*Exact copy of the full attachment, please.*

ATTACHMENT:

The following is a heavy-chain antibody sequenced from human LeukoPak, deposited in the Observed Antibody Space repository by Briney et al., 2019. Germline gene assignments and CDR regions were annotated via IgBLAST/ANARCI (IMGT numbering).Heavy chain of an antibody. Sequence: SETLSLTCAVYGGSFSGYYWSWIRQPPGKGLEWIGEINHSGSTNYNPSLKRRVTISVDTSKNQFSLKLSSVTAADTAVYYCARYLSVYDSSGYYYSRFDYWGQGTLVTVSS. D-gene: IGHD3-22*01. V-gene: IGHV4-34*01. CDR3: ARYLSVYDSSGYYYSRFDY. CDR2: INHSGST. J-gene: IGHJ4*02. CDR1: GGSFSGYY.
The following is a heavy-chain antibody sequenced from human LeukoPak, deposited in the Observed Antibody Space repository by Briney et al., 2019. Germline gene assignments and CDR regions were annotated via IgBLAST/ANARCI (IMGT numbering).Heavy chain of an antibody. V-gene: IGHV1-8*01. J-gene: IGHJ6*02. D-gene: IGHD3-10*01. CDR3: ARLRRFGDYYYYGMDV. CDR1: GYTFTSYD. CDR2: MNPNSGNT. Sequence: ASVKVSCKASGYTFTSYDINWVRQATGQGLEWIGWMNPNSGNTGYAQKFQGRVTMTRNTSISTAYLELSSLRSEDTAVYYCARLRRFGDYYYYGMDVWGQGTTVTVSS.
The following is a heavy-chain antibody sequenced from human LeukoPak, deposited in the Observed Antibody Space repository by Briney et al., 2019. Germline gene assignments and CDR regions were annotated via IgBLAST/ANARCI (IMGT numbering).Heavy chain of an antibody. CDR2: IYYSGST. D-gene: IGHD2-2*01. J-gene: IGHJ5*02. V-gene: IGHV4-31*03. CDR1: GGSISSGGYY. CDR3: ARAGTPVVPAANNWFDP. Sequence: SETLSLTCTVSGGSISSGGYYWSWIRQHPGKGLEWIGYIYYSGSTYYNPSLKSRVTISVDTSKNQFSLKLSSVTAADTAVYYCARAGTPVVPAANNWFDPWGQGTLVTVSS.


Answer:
The following is a heavy-chain antibody sequenced from human LeukoPak, deposited in the Observed Antibody Space repository by Briney et al., 2019. Germline gene assignments and CDR regions were annotated via IgBLAST/ANARCI (IMGT numbering).Heavy chain of an antibody. Sequence: SETLSLTCAVYGGSFSGYYWSWIRQPPGKGLEWIGEINHSGSTNYNPSLKRRVTISVDTSKNQFSLKLSSVTAADTAVYYCARYLSVYDSSGYYYSRFDYWGQGTLVTVSS. D-gene: IGHD3-22*01. V-gene: IGHV4-34*01. CDR3: ARYLSVYDSSGYYYSRFDY. CDR2: INHSGST. J-gene: IGHJ4*02. CDR1: GGSFSGYY.
The following is a heavy-chain antibody sequenced from human LeukoPak, deposited in the Observed Antibody Space repository by Briney et al., 2019. Germline gene assignments and CDR regions were annotated via IgBLAST/ANARCI (IMGT numbering).Heavy chain of an antibody. V-gene: IGHV1-8*01. J-gene: IGHJ6*02. D-gene: IGHD3-10*01. CDR3: ARLRRFGDYYYYGMDV. CDR1: GYTFTSYD. CDR2: MNPNSGNT. Sequence: ASVKVSCKASGYTFTSYDINWVRQATGQGLEWIGWMNPNSGNTGYAQKFQGRVTMTRNTSISTAYLELSSLRSEDTAVYYCARLRRFGDYYYYGMDVWGQGTTVTVSS.
The following is a heavy-chain antibody sequenced from human LeukoPak, deposited in the Observed Antibody Space repository by Briney et al., 2019. Germline gene assignments and CDR regions were annotated via IgBLAST/ANARCI (IMGT numbering).Heavy chain of an antibody. CDR2: IYYSGST. D-gene: IGHD2-2*01. J-gene: IGHJ5*02. V-gene: IGHV4-31*03. CDR1: GGSISSGGYY. CDR3: ARAGTPVVPAANNWFDP. Sequence: SETLSLTCTVSGGSISSGGYYWSWIRQHPGKGLEWIGYIYYSGSTYYNPSLKSRVTISVDTSKNQFSLKLSSVTAADTAVYYCARAGTPVVPAANNWFDPWGQGTLVTVSS.